This Is How Dogs Suffer When Used in Experiments
ore than 60,000 dogs are used in experimentation each year in U.S. laboratories, according to federal statistics. Many of them, mostly beagles, are subjected to painful, debilitating, and pointless tests. Federal law allows dogs to be imprisoned day after day in small steel cages, where their gentle and trusting nature is greeted not with kindness but with torment. They are viewed and treated as laboratory equipment, no different from a beaker or a test tube—a means to an end. Most are not even given names, only numbers, which are tattooed in their ear or elsewhere on their body, like a serial number on a consumer product. Nearly all will die or be killed within the confines of the laboratory.
Most people see dogs as beloved companion animals and family members. For centuries, we have intentionally bred them to be emotionally dependent on us. Many imagine that it must be illegal to experiment on and kill dogs.
Unfortunately, that isn’t the case. Whole industries subject dogs to many kinds of painful and distressing experiments. Keep reading to learn more, or click the button below to start taking action to help dogs right now:
Examples of the Suffering Inflicted on Dogs in Experiments
- Dogs are often used in toxicology studies, where they are repeatedly subjected to a crude and harmful procedure known as “gavage.” They are force-fed an experimental chemical through a thick plastic tube shoved down their throat, so the substance can be pumped directly into their stomach. In some cases, the substance is injected directly into their bloodstream through a “port” implanted in their veins. Common test substances include experimental pharmaceuticals, industrial chemicals, pesticides, and ingredients found in household products. The dogs are frequently killed at the end of the study. Many of these dogs’ bodies are dissected and their organs “harvested” at the end of the tests.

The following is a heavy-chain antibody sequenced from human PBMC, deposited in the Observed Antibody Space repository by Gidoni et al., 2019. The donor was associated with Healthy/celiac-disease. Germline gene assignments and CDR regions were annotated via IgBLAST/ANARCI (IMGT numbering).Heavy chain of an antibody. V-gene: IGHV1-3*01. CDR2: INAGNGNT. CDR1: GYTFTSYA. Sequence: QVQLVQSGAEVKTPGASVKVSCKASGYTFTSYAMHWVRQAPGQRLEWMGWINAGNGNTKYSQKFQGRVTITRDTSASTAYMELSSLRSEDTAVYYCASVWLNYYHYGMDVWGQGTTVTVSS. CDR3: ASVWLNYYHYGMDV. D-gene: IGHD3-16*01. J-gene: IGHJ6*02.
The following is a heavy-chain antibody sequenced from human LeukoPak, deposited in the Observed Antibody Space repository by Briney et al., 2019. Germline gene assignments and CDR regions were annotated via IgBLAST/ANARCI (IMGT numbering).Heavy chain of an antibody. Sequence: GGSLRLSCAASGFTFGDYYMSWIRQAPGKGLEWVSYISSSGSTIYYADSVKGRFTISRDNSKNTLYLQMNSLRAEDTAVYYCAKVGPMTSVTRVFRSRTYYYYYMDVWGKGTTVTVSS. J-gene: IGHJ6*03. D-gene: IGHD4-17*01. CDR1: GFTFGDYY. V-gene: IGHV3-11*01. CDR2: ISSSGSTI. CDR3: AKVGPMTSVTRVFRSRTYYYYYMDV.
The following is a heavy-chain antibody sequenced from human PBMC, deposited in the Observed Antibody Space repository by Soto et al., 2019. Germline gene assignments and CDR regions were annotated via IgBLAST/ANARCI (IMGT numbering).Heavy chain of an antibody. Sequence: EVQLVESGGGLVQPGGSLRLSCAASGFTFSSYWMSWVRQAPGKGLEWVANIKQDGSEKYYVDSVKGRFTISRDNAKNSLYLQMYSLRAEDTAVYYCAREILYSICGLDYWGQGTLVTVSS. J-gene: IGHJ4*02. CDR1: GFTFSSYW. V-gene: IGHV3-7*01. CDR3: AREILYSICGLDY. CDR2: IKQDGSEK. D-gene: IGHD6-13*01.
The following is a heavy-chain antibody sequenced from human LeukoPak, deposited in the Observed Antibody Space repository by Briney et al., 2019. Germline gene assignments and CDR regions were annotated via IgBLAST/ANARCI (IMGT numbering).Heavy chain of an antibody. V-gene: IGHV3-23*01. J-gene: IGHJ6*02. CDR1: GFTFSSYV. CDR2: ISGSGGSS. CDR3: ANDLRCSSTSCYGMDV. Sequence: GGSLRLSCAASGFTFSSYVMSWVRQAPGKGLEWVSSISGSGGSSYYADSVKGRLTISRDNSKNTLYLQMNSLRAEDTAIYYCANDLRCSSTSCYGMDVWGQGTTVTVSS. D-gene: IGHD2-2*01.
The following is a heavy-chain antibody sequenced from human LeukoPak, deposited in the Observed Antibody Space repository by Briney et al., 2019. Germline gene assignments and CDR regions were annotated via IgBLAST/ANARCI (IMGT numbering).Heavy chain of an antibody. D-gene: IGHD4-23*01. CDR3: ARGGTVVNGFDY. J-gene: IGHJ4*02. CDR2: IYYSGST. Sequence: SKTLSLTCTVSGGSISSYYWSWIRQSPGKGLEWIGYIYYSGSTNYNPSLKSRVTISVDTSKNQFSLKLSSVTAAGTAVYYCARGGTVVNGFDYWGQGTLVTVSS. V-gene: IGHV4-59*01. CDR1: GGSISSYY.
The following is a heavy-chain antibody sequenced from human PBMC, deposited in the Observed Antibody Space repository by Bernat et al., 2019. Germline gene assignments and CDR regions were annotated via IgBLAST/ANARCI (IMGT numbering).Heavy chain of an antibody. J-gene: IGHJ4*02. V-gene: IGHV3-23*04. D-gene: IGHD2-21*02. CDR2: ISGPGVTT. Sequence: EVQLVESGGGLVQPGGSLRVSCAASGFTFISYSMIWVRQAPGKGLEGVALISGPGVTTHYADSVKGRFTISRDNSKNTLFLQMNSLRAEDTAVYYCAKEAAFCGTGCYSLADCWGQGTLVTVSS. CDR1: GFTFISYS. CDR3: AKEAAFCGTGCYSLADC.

- Dogs are deliberately made sick in order to study human diseases, such as cardiac and hormonal disorders. At Ohio State University, vivisector George Billman forced surgically mutilated dogs to run on a treadmill until they collapsed from a heart attack. They were then killed and the damage to their heart tissue studied.
- In a violent experiment at the University of Pennsylvania, beagle puppies were intentionally bred to have a degenerative eye disease that would blind them. During the study, the 3-week-old beagles’ eyes were cut out, and then the puppies were killed.
Dog's Best Friend? Not Animal Experimenters
Dogs are used and abused in laboratories precisely because of their trusting nature. Beagles, especially, have become the animal experimentation industry’s dog of choice because they are naturally docile and a convenient size. Even when they’re being abused, they don’t bite. In a true perversion of decency and morality, their trust and gentleness is used by animal experimenters as an opportunity for exploitation. A multimillion-dollar global industry is devoted to breeding and selling dogs for experimentation.
How Dogs Are Acquired by Laboratories